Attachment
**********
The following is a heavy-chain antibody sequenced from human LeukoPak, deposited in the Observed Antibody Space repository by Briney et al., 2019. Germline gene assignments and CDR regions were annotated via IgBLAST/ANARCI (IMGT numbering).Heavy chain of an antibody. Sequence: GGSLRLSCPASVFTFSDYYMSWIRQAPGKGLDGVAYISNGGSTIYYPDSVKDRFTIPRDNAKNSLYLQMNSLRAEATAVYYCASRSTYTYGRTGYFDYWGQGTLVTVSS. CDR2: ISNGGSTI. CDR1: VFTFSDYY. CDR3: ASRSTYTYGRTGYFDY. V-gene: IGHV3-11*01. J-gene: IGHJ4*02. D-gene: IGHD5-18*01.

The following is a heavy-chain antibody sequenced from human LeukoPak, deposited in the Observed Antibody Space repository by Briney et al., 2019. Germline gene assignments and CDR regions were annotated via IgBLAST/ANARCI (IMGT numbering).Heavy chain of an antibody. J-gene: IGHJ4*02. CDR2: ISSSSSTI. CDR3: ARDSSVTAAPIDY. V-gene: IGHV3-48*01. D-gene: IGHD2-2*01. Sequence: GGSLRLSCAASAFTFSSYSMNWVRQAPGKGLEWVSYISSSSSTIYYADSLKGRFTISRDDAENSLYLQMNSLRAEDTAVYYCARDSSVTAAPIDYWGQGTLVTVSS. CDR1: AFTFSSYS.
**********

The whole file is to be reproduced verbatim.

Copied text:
The following is a heavy-chain antibody sequenced from human LeukoPak, deposited in the Observed Antibody Space repository by Briney et al., 2019. Germline gene assignments and CDR regions were annotated via IgBLAST/ANARCI (IMGT numbering).Heavy chain of an antibody. Sequence: GGSLRLSCPASVFTFSDYYMSWIRQAPGKGLDGVAYISNGGSTIYYPDSVKDRFTIPRDNAKNSLYLQMNSLRAEATAVYYCASRSTYTYGRTGYFDYWGQGTLVTVSS. CDR2: ISNGGSTI. CDR1: VFTFSDYY. CDR3: ASRSTYTYGRTGYFDY. V-gene: IGHV3-11*01. J-gene: IGHJ4*02. D-gene: IGHD5-18*01.

The following is a heavy-chain antibody sequenced from human LeukoPak, deposited in the Observed Antibody Space repository by Briney et al., 2019. Germline gene assignments and CDR regions were annotated via IgBLAST/ANARCI (IMGT numbering).Heavy chain of an antibody. J-gene: IGHJ4*02. CDR2: ISSSSSTI. CDR3: ARDSSVTAAPIDY. V-gene: IGHV3-48*01. D-gene: IGHD2-2*01. Sequence: GGSLRLSCAASAFTFSSYSMNWVRQAPGKGLEWVSYISSSSSTIYYADSLKGRFTISRDDAENSLYLQMNSLRAEDTAVYYCARDSSVTAAPIDYWGQGTLVTVSS. CDR1: AFTFSSYS.